Catherine Jones of Cambridge announces Golden Jubilee design competition in collaboration


Catherine Jones of Cambridge announces Golden Jubilee design competition in collaboration with the Goldsmiths’ Centre

CAMBRIDGE, England, December 7, 2013 – Vanessa Burkitt, MD of Catherine Jones of Cambridge, has announced The Catherine Jones of Cambridge Golden Jubilee Design Competition at the Goldsmiths’ Centre in London.
The competition will honour the company’s 50th anniversary in business and will give trainees from The Goldsmiths’ Centre the opportunity to design a piece of jewellery in gold. The winning piece will be made and sold from the Cambridge shop.
Peter Taylor, Director of the Goldsmiths’ Centre, said this was a wonderful opportunity for the students. He thanked Ms Burkitt for giving them the opportunity to make a piece for such a special moment.
Ms Burkitt said, “It’s a very proud moment for us at Catherine Jones of Cambridge to be at the Goldsmiths’ Centre to launch our Golden Jubilee Competition. There are compelling reasons for us to be here.”
“The competition we are launching, is an arc back to our beginnings as a business, and the creative genius of Catherine herself. We want it to express her love and admiration for designers and the work they make and to her fair and honest approach to doing business. “
Catherine Jones opened the doors of her business in November 1963. She rapidly became famous in the industry for her simple and honest approach to business. She was the first person in the country to put her faith in the creativity of jewellery designers and buy their work. She could not conceive of ‘sale or return’.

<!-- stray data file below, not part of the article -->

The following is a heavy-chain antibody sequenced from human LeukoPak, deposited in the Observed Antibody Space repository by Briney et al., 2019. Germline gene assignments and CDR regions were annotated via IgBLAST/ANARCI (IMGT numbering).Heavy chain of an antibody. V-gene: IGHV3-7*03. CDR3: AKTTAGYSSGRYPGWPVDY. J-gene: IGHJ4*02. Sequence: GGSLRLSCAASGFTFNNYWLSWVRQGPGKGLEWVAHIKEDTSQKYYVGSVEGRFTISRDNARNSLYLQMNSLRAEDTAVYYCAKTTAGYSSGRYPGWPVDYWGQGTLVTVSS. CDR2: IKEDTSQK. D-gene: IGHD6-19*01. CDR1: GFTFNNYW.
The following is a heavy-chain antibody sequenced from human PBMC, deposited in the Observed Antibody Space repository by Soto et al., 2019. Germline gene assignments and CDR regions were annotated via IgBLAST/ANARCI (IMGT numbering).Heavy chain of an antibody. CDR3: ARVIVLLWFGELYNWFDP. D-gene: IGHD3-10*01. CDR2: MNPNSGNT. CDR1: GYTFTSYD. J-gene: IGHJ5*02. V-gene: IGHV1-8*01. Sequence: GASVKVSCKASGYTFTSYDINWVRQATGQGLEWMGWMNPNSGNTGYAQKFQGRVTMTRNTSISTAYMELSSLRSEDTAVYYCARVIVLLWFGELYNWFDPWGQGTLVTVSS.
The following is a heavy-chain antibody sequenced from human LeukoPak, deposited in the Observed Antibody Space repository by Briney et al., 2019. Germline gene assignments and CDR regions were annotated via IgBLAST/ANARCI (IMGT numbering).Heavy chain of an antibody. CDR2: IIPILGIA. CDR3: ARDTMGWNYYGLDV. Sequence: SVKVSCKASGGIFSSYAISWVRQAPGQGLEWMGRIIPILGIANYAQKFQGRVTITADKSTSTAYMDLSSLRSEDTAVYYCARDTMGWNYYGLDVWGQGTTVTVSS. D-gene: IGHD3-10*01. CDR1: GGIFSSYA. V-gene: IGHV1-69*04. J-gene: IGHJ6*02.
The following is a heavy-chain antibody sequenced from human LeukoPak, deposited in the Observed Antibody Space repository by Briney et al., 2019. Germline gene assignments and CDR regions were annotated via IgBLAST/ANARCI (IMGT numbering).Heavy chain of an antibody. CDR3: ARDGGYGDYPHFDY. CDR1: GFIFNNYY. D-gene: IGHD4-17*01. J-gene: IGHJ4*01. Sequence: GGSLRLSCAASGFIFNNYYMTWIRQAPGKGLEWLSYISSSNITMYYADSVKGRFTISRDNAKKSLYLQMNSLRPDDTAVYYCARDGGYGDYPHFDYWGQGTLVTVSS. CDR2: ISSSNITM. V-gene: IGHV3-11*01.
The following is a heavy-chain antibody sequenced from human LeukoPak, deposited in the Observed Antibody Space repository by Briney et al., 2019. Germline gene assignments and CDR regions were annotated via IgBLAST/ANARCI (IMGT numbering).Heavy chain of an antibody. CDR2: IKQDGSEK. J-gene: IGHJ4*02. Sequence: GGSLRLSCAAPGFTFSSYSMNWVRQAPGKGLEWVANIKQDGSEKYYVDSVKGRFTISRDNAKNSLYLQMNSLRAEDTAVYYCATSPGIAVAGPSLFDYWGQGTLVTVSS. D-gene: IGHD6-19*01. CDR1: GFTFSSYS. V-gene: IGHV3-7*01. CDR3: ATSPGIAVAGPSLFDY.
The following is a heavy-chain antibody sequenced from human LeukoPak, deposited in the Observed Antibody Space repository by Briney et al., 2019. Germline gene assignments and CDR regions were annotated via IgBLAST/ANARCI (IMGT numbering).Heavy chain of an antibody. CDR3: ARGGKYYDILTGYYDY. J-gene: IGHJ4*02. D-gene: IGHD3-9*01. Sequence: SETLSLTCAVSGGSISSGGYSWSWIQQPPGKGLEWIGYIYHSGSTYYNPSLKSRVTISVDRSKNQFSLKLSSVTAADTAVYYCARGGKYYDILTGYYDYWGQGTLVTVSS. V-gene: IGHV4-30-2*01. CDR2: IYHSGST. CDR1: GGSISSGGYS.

“These people have done their work,” she said. “They have designed and made beautiful jewellery and bought the materials to make it. I should buy it. If I like their jewellery enough, I ought to be able to sell it. It is not right for these young people to be my banker.”
Catherine’s approach to buying was instructive; she would scan a selection of jewellery brought to her by an anxious designer and her gaze would focus on a piece. She would lean forward, take it in her hand and hold it to gain a sense of its substance. On some occasions she would say, “This is beautiful jewellery, but it needs more metal.”
Catherine would guarantee to buy the jewellery if the designer would use more metal. When they returned with their new, more substantial pieces, she would buy the lot. And sell it. She gave designers the confidence, the courage, to make jewellery that people would want to buy and wear.
Ivonna Poplanska, winner of the BJA Queen’s Jubilee Brooch competition with The Eternal Dove and former scholarship student at the Goldsmiths’ Centre, said, “This is a great competition because it means that the students will have the opportunity to think about making an inspiring piece of jewellery that is commercial. It will give them a wonderful addition to their CV, at this first stage in their career.”
Vanessa Burkitt said, “We hope that our competition will inspire the Goldsmiths ‘ Centre trainees to be bold and courageous in their designs and their ambitions. Though times have changed in 50 years, the industry cannot do without designers and their inspiration.”